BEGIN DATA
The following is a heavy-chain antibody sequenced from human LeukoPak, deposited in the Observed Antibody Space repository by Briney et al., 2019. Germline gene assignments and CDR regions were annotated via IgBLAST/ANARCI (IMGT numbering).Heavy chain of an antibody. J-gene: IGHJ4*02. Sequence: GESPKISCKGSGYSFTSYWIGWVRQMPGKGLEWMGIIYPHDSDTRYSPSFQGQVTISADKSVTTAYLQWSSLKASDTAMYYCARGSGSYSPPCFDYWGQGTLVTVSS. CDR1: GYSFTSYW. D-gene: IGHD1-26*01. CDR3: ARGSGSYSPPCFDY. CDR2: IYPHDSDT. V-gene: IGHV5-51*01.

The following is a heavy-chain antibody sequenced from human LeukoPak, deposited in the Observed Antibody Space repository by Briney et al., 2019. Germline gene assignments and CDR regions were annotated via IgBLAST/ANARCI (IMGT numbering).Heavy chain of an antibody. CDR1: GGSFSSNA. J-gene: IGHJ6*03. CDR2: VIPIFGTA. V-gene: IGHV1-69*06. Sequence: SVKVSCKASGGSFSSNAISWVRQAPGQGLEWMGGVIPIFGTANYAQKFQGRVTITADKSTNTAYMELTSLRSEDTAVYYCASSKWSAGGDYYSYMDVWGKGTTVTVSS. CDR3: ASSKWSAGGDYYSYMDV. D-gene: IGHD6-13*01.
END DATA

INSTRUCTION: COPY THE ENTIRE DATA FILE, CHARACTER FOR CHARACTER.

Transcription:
The following is a heavy-chain antibody sequenced from human LeukoPak, deposited in the Observed Antibody Space repository by Briney et al., 2019. Germline gene assignments and CDR regions were annotated via IgBLAST/ANARCI (IMGT numbering).Heavy chain of an antibody. J-gene: IGHJ4*02. Sequence: GESPKISCKGSGYSFTSYWIGWVRQMPGKGLEWMGIIYPHDSDTRYSPSFQGQVTISADKSVTTAYLQWSSLKASDTAMYYCARGSGSYSPPCFDYWGQGTLVTVSS. CDR1: GYSFTSYW. D-gene: IGHD1-26*01. CDR3: ARGSGSYSPPCFDY. CDR2: IYPHDSDT. V-gene: IGHV5-51*01.

The following is a heavy-chain antibody sequenced from human LeukoPak, deposited in the Observed Antibody Space repository by Briney et al., 2019. Germline gene assignments and CDR regions were annotated via IgBLAST/ANARCI (IMGT numbering).Heavy chain of an antibody. CDR1: GGSFSSNA. J-gene: IGHJ6*03. CDR2: VIPIFGTA. V-gene: IGHV1-69*06. Sequence: SVKVSCKASGGSFSSNAISWVRQAPGQGLEWMGGVIPIFGTANYAQKFQGRVTITADKSTNTAYMELTSLRSEDTAVYYCASSKWSAGGDYYSYMDVWGKGTTVTVSS. CDR3: ASSKWSAGGDYYSYMDV. D-gene: IGHD6-13*01.